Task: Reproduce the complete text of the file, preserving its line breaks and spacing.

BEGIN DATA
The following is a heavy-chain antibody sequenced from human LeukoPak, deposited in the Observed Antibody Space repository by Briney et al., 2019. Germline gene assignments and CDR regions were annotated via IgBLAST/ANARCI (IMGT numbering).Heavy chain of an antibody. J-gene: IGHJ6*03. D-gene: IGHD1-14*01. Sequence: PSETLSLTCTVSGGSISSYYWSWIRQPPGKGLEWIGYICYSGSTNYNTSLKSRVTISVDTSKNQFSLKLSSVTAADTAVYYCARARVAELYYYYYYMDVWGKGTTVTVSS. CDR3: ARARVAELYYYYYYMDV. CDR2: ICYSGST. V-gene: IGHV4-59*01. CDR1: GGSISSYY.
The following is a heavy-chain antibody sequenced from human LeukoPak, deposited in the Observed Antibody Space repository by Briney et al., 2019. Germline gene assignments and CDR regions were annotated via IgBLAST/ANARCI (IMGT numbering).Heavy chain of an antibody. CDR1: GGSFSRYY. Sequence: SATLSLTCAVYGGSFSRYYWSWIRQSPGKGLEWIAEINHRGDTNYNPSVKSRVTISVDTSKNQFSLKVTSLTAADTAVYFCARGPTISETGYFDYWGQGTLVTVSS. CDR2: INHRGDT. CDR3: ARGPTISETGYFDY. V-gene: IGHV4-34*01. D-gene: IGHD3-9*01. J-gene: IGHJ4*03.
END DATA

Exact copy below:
The following is a heavy-chain antibody sequenced from human LeukoPak, deposited in the Observed Antibody Space repository by Briney et al., 2019. Germline gene assignments and CDR regions were annotated via IgBLAST/ANARCI (IMGT numbering).Heavy chain of an antibody. J-gene: IGHJ6*03. D-gene: IGHD1-14*01. Sequence: PSETLSLTCTVSGGSISSYYWSWIRQPPGKGLEWIGYICYSGSTNYNTSLKSRVTISVDTSKNQFSLKLSSVTAADTAVYYCARARVAELYYYYYYMDVWGKGTTVTVSS. CDR3: ARARVAELYYYYYYMDV. CDR2: ICYSGST. V-gene: IGHV4-59*01. CDR1: GGSISSYY.
The following is a heavy-chain antibody sequenced from human LeukoPak, deposited in the Observed Antibody Space repository by Briney et al., 2019. Germline gene assignments and CDR regions were annotated via IgBLAST/ANARCI (IMGT numbering).Heavy chain of an antibody. CDR1: GGSFSRYY. Sequence: SATLSLTCAVYGGSFSRYYWSWIRQSPGKGLEWIAEINHRGDTNYNPSVKSRVTISVDTSKNQFSLKVTSLTAADTAVYFCARGPTISETGYFDYWGQGTLVTVSS. CDR2: INHRGDT. CDR3: ARGPTISETGYFDY. V-gene: IGHV4-34*01. D-gene: IGHD3-9*01. J-gene: IGHJ4*03.